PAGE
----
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Andy Snitzer: Sugar

On his three contemporary-jazz releases, saxophonist Andy Snitzer’s Sanbornesque licks chewed around the edges of his slick, modern arrangements, never settling for the repetitive lines favored by many of his contemporaries. On his latest work, Sugar, Snitzer shows that he can also play acoustic mainstream jazz, and it’s an extremely satisfying outing.

Listening to Stanley Turrentine’s “Sugar” and his own “T. Time,” it’s obvious that Snitzer isn’t trying to reinvent the wheel on tenor. He’s determined to keep Turrentine’s recognizable melody while improvising on extended jams, all the while keeping swing in mind. Alain Mallet grooves on the Hammond and piano while bassist James Genus and drummer Clarence Penn anchor the bottom end. On John Coltrane’s “Blue Train” and Sonny Rollins’ “Blue Seven,” the real fun comes in listening to Snitzer and Mallet’s solos.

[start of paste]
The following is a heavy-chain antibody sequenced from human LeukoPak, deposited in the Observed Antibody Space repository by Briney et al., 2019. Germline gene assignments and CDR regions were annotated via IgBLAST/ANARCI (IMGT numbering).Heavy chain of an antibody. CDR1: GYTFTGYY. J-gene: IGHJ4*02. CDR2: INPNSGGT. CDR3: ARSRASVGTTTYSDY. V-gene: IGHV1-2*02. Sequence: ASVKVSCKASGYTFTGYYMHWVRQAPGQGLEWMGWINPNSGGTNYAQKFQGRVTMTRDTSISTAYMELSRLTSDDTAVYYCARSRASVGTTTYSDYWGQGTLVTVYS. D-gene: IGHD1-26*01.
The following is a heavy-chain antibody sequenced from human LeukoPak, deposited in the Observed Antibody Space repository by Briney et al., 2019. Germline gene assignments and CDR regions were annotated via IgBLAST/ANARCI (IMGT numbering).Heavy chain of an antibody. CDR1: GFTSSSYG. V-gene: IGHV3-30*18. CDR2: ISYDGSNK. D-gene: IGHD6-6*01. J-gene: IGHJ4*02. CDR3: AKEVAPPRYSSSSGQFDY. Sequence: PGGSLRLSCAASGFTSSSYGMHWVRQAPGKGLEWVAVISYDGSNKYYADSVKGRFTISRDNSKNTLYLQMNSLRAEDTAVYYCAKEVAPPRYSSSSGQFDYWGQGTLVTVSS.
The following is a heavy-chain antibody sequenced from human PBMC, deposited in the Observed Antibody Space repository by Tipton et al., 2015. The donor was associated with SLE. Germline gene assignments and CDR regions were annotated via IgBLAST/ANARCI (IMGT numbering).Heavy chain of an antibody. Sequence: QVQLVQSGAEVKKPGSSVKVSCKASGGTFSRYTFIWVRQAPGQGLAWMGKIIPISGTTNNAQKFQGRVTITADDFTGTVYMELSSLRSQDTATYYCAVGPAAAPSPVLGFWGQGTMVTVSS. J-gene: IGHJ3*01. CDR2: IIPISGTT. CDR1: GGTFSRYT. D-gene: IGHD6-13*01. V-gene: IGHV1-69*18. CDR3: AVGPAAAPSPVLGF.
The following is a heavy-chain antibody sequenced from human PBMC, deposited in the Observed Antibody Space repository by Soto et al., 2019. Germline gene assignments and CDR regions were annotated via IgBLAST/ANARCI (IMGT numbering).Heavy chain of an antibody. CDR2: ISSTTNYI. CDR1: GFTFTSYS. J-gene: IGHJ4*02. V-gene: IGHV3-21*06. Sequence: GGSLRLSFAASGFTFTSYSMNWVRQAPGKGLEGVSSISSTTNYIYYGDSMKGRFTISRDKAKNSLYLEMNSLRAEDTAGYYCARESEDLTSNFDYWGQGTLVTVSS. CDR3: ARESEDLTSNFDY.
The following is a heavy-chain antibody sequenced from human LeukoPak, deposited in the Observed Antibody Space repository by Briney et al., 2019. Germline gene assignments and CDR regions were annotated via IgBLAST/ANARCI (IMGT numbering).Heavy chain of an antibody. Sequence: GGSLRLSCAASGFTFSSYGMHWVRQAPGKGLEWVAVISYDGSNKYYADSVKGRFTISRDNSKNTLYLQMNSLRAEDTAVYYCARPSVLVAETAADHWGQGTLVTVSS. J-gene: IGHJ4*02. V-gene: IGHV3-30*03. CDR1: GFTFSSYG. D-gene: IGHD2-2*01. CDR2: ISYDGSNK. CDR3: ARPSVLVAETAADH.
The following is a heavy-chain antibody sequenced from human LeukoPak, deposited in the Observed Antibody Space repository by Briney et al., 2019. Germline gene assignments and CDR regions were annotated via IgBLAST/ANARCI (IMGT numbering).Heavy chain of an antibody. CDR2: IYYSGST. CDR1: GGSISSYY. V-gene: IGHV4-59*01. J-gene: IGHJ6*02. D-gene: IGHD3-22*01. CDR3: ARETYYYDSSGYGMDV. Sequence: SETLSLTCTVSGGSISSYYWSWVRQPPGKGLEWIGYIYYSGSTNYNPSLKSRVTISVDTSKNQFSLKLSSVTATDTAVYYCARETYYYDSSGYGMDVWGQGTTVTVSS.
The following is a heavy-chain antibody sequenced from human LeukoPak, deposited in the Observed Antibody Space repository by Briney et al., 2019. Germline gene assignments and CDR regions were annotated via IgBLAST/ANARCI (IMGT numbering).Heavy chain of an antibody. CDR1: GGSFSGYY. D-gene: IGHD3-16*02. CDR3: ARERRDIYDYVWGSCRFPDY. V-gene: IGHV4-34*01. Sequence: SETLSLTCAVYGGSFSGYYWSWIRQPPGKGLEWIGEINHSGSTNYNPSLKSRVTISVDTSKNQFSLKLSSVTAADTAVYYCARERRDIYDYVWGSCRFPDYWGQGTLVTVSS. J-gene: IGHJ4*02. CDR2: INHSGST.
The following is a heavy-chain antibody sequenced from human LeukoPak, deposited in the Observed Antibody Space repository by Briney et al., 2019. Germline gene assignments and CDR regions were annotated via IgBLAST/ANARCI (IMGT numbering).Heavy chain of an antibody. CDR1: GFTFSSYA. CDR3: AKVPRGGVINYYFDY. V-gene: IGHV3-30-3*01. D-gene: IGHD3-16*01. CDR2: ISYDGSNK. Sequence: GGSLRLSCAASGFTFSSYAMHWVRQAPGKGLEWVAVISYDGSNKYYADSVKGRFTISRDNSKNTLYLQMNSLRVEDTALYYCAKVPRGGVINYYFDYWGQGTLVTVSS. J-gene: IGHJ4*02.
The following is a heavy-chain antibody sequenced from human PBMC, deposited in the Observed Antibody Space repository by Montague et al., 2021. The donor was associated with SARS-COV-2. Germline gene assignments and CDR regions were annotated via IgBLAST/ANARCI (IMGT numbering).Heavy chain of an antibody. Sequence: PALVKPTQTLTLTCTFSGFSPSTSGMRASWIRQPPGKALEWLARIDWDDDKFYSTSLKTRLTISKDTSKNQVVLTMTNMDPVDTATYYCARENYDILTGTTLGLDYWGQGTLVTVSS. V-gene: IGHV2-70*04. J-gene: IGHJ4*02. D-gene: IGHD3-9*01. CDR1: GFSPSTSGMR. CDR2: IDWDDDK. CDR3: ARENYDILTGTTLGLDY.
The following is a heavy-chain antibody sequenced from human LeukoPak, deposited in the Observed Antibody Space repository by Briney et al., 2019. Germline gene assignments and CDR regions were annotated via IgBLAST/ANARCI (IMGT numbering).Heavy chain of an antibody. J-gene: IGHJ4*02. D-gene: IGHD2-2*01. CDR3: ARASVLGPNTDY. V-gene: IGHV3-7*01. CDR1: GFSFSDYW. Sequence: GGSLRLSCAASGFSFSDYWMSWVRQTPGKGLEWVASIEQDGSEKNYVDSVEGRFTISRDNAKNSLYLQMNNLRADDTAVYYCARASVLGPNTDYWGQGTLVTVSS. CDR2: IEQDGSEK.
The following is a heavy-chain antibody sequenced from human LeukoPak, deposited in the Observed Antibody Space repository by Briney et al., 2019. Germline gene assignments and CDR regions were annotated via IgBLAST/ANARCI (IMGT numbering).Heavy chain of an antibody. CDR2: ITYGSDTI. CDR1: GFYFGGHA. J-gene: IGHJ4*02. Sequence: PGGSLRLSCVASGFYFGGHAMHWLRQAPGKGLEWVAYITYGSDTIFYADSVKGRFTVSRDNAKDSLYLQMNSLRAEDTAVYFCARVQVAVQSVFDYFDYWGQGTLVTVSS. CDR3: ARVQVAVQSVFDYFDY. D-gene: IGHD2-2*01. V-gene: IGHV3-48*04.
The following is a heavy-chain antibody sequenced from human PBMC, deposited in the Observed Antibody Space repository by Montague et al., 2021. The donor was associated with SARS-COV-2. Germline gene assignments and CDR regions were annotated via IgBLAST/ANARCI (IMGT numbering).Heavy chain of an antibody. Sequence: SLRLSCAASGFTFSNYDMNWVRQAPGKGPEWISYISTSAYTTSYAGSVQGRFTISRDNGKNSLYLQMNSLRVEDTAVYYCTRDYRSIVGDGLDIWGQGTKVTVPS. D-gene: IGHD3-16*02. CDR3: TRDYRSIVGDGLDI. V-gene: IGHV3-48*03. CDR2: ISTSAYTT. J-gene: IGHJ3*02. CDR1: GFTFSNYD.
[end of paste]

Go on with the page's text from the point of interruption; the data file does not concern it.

Rock and pop fans may also be familiar with Snitzer, who has burned up the stage during his many tours with the Rolling Stones, Paul Simon, Luther Vandross, Stevie Wonder and others. His version of the Stones’ “Wild Horses”-with Sanborn-style lines and mournful organ-and Leon Russell’s “A Song for You”-where he makes his sax sing-could get Snitzer some well-deserved airplay and recognition as a leader.

Originally Published